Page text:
If you have high blood pressure that’s under control, you’re in good company. According to a new report from the American Heart Association, just under half of American adults with high blood pressure now have the condition well managed with medication.
This is a major improvement compared to 10 years ago, when only one out of three hypertensive adults had their blood pressure under control. The gains also underscore a growing body of evidence that when it comes to successfully treating high blood pressure, more is more: Most patients just do better when they’re taking more than one medication for hypertension.
The report appears in the Circulation journal and is based on data collected from 9,320 participants in the National Health and Nutrition Examination Survey from 2001 to 2010. High blood pressure was defined as 140/90 mm Hg or greater (130/80 mm Hg for those with diabetes or kidney disease).
As chronic conditions go, high blood pressure is common, especially in people who are middle-aged and older. Although there’s often a perception that hypertension is becoming more widespread, the overall prevalence has been more or less unchanged for many years, hovering at around 30 percent overall of the American adult population.
What does seem to be changing is that people who are hypertensive are more aware of it. They’re increasingly likely to be told by a doctor or other health care professional that they have high blood pressure, and they’re increasingly likely to be prescribed medication to treat it.
Some telling figures from a brief published in 2010 by the National Center for Health Statistics: The overall percentage of adults with high blood pressure who were aware they had the condition rose from 69.6 percent in 1999-2000 to 80.6 percent in 2007-2008. And the percentage of those being treated with medication for it grew from 59.4 percent to 71.6 percent over the same time period. (The figures come from NHANES, the same source as the new American Heart Association report.)
Important as these measures are, however, what matters most is whether these people have their high blood pressure actually under control. This metric is what the Heart Association report examines, and despite the fact that there’s still often a gap between aspiration and success, the picture is encouraging.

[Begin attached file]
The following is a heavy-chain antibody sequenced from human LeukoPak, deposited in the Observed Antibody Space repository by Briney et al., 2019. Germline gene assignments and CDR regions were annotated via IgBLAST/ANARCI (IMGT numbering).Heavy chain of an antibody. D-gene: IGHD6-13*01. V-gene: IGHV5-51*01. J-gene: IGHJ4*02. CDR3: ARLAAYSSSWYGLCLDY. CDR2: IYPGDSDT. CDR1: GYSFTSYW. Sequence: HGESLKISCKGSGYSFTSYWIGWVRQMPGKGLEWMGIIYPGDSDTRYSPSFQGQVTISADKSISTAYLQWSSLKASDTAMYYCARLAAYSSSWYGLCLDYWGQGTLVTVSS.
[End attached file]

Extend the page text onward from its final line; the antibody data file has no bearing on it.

What accounted for all this progress? The authors single out what appears to be the key factor: the growing use of multiple drugs for treating high blood pressure. Overall, the number of study participants taking multiple drugs for high blood pressure increased from 36.8 percent in 2001 to 47.7 percent in 2010. Outcomes tell the tale: The participants were much more likely to meet their blood pressure goals when they were prescribed two or more medications for hypertension.
Significantly, the survey also confirms progress in blood pressure control in the wake of new treatment guidelines, published in 2003 by the Joint National Committee, that call for greater use of combination drug therapy to achieve and maintain acceptable blood pressure levels. In other words, doctors have been taking these evidence-based guidelines to heart when managing their patients with hypertension.
There’s room for improvement, though. In the bigger picture, about half of Americans with high blood pressure still don’t have it under control. The researchers found that thiazide diuretics, recommended as initial treatment for uncomplicated hypertension, still aren’t being prescribed often enough.
The study authors also noted some worrisome disparities: Older adults, African Americans and people with diabetes or chronic kidney disease were more likely to fall short of blood pressure goals despite treatment. “More efforts are needed to close the gap between treatment and control and to maximize the public health and clinical benefits among those high-risk subpopulations,” the authors concluded.